7 Nov 2013

EQC working to resolve problems, says chief

6:13 am on 7 November 2013

The head of the Earthquake Commission says its service has delivered a huge amount to post-earthquake Christchurch but, given its workload, there will inevitably be people who are unhappy.

An Audit Office report has found deficiencies in the commission's complaints procedures, the way it communicates with customers and the speed with which it deals with vulnerable homeowners such as the elderly.

The report into how EQC has performed in managing the home-repair programme in Canterbury says that, overall, the Crown entity's performance is mixed.

The commission has repaired more than 40,000 homes at a cost of $1.5 billion from September 2010 until June this year. It found that 20% of homeowners surveyed who had repairs completed in 2013 were dissatisfied with the quality of the work.

EQC chief executive Ian Simpson told Radio New Zealand's Morning Report that given the EQC has been dealing with 170,000 cases there are going to be people who are dissatisfied.

"I've never said this programme's perfect but it has delivered a huge amount. The reason that a lot of people are stressed is that they've been through an enormous natural disaster and we need to be comparing the levels of response to Hurricane Katrina, to what's happening in Japan. We can't compare it to how life was before the earthquake."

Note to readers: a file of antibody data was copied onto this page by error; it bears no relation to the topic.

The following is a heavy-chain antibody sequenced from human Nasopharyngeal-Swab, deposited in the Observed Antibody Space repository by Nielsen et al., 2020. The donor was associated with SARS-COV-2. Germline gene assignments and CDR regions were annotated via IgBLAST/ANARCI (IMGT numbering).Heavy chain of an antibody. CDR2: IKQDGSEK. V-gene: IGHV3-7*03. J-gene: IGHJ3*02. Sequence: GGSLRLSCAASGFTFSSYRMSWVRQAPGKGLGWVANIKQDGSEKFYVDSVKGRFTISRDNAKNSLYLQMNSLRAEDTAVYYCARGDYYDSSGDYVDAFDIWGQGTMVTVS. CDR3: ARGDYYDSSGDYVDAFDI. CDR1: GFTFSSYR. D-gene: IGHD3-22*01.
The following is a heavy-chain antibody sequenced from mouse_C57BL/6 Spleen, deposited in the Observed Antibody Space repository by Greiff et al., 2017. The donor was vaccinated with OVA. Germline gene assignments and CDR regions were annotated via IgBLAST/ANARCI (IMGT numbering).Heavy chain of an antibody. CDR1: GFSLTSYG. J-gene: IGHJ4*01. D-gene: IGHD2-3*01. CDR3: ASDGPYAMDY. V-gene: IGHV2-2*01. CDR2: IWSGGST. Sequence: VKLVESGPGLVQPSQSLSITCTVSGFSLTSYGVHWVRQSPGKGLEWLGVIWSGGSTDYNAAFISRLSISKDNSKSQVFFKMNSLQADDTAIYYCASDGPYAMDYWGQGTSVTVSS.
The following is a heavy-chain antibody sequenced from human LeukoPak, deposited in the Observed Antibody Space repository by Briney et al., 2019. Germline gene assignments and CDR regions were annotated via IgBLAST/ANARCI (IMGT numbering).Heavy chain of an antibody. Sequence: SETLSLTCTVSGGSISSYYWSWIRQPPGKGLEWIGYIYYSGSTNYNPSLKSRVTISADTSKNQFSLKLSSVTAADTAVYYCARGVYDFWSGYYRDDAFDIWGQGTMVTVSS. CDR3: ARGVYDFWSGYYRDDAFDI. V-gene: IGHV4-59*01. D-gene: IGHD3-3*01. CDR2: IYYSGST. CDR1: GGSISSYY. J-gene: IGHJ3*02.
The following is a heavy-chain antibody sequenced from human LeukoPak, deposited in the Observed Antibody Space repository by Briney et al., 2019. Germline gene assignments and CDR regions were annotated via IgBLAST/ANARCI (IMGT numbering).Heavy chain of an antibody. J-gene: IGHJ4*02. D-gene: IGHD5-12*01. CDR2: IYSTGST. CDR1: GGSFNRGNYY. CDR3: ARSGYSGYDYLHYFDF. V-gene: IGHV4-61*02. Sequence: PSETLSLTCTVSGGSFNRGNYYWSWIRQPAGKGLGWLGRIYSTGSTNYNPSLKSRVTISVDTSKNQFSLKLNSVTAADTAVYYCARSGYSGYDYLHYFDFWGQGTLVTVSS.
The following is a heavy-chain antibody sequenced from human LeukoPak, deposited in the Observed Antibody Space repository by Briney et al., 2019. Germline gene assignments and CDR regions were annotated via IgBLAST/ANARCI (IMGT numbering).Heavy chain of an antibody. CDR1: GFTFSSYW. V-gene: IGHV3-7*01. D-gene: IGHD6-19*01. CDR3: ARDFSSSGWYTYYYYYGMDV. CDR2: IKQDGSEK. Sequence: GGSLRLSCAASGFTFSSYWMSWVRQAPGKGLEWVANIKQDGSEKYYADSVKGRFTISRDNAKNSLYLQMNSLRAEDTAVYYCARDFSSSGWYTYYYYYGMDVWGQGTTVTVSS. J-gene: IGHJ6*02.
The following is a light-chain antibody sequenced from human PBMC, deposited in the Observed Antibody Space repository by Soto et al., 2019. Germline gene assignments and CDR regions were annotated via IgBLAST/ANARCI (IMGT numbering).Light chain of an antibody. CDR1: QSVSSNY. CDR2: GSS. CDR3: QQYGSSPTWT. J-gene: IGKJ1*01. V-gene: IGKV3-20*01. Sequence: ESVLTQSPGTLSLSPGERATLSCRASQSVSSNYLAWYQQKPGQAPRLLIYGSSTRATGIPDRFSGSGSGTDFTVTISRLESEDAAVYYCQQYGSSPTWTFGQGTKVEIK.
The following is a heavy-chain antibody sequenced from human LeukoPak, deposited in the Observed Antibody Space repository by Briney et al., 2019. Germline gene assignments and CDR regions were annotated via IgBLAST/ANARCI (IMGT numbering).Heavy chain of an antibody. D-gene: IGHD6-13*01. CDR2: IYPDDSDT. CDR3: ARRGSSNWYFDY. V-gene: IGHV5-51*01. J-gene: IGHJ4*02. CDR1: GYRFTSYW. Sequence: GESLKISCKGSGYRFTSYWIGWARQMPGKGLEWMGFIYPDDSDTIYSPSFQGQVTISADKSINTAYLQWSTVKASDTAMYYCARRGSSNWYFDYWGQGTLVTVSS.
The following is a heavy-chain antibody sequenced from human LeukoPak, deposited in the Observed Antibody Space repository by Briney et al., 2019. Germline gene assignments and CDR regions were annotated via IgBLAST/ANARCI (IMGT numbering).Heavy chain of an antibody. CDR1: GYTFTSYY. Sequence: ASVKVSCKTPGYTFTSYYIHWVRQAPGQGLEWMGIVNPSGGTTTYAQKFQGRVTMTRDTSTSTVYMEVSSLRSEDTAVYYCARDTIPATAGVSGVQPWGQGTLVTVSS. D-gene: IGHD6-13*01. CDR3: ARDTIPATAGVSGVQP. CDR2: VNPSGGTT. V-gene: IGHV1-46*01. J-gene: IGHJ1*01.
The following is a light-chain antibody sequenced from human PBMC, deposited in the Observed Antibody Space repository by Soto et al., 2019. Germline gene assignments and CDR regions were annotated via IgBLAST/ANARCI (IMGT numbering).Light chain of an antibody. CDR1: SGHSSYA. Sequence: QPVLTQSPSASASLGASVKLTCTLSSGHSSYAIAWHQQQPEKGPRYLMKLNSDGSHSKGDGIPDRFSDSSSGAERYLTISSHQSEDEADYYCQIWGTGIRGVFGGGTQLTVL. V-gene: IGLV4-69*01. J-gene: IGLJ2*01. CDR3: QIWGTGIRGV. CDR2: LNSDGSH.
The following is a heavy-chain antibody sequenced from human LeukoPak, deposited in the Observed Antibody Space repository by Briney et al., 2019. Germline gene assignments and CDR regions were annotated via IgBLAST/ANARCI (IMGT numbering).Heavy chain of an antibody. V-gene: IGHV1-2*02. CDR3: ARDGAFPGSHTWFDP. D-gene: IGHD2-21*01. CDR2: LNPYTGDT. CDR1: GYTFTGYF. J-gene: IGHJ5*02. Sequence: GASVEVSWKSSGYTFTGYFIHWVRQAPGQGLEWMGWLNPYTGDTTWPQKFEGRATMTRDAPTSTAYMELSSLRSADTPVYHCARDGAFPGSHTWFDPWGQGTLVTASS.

Former EQC assessor Bryan Staples says the survey was based on just 1% of the 80,000 households in the programme and he also believes it was selective in who it surveyed. He says a document he obtained on behalf of a client includes the words 'do not survey' showing EQC is controlling the survey.

Thousands of claims excluded

The Earthquake Commission has admitted that about 31,000 claims have been unintentionally excluded from customer surveys in the past three years.

Chief executive Ian Simpson says an internal check confirmed the presence of an automated flag in the claims management system which meant customer claims were not included in the sample for its quarterly nationwide satisfaction survey.

The 'do not survey' flag is present on about 31,000 out of 154,000 claims. Mr Simpson says he has asked for the use of the flag to be reviewed.